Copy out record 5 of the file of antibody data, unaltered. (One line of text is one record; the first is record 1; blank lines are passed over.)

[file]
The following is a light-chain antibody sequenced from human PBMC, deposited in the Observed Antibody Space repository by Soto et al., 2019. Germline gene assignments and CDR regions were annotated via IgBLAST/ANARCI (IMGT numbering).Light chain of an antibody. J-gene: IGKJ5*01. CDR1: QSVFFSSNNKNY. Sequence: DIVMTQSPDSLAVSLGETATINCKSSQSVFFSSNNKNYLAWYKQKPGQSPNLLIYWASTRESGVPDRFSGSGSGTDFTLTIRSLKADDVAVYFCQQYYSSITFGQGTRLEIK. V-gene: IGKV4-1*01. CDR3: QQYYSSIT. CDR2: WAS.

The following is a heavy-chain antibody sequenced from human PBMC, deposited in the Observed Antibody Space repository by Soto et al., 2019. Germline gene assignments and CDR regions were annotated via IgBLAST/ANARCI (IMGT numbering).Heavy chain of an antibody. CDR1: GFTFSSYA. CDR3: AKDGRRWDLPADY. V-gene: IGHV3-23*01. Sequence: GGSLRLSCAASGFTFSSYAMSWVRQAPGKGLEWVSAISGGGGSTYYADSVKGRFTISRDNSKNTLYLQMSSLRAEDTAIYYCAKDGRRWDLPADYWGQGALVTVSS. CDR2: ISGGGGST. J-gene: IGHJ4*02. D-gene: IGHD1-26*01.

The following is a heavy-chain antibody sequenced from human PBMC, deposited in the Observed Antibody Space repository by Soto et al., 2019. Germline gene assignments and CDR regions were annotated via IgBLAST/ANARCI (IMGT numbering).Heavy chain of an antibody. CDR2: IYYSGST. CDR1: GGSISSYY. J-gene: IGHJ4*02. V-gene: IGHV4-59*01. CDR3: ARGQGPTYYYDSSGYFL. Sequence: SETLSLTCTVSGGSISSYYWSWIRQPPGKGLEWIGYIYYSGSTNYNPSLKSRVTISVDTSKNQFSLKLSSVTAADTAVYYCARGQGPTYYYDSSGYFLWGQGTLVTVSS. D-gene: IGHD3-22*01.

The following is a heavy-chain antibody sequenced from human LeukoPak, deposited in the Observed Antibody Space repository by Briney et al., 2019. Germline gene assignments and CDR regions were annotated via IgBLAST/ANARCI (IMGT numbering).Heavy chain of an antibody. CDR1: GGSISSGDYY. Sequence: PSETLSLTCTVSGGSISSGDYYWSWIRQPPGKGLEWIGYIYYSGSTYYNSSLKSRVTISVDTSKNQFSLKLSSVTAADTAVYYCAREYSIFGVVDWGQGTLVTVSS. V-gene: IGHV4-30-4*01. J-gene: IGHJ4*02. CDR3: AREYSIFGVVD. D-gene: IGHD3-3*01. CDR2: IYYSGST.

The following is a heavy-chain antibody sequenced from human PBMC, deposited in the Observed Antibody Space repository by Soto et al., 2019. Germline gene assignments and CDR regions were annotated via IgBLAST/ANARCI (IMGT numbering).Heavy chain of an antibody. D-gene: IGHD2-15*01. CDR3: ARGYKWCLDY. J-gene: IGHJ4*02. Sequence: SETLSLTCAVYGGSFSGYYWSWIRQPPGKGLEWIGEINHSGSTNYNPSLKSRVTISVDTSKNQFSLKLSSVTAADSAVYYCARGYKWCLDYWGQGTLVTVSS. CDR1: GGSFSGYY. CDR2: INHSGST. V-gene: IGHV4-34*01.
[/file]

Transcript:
The following is a heavy-chain antibody sequenced from human PBMC, deposited in the Observed Antibody Space repository by Soto et al., 2019. Germline gene assignments and CDR regions were annotated via IgBLAST/ANARCI (IMGT numbering).Heavy chain of an antibody. D-gene: IGHD2-15*01. CDR3: ARGYKWCLDY. J-gene: IGHJ4*02. Sequence: SETLSLTCAVYGGSFSGYYWSWIRQPPGKGLEWIGEINHSGSTNYNPSLKSRVTISVDTSKNQFSLKLSSVTAADSAVYYCARGYKWCLDYWGQGTLVTVSS. CDR1: GGSFSGYY. CDR2: INHSGST. V-gene: IGHV4-34*01.